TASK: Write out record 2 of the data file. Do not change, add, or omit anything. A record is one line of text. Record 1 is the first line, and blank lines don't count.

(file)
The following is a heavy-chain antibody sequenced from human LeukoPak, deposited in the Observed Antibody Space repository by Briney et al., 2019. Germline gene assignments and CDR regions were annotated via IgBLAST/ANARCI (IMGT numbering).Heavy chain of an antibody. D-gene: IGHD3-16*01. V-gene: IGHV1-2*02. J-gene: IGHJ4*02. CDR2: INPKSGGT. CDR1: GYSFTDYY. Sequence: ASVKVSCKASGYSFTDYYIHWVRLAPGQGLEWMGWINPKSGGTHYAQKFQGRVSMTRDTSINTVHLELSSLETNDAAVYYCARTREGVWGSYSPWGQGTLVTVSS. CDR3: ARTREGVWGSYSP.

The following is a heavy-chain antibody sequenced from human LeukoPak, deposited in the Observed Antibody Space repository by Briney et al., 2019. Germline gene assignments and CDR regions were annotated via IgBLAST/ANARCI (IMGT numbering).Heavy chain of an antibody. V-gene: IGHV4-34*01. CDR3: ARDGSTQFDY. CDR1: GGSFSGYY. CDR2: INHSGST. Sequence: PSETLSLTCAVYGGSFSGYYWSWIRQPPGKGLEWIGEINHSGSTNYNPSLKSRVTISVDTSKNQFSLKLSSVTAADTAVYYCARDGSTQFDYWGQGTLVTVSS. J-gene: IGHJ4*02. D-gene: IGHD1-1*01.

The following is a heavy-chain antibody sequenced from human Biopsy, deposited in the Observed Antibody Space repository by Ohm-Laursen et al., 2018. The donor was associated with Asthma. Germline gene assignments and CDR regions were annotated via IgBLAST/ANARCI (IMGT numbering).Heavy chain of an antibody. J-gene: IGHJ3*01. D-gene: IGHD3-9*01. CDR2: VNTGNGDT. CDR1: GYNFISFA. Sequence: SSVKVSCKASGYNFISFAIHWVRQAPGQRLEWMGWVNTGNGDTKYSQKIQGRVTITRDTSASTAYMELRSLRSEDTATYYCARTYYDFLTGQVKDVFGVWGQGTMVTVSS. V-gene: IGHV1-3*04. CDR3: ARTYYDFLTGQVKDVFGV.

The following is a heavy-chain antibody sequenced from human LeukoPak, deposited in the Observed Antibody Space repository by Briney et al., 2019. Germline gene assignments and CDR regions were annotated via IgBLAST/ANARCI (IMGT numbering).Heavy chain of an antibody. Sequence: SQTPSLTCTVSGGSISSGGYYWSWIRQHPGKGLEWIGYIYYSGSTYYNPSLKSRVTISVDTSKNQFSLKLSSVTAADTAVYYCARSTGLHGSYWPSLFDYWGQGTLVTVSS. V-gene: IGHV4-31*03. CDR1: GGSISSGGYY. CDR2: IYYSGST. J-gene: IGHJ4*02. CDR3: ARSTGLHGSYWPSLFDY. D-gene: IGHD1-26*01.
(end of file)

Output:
The following is a heavy-chain antibody sequenced from human LeukoPak, deposited in the Observed Antibody Space repository by Briney et al., 2019. Germline gene assignments and CDR regions were annotated via IgBLAST/ANARCI (IMGT numbering).Heavy chain of an antibody. V-gene: IGHV4-34*01. CDR3: ARDGSTQFDY. CDR1: GGSFSGYY. CDR2: INHSGST. Sequence: PSETLSLTCAVYGGSFSGYYWSWIRQPPGKGLEWIGEINHSGSTNYNPSLKSRVTISVDTSKNQFSLKLSSVTAADTAVYYCARDGSTQFDYWGQGTLVTVSS. J-gene: IGHJ4*02. D-gene: IGHD1-1*01.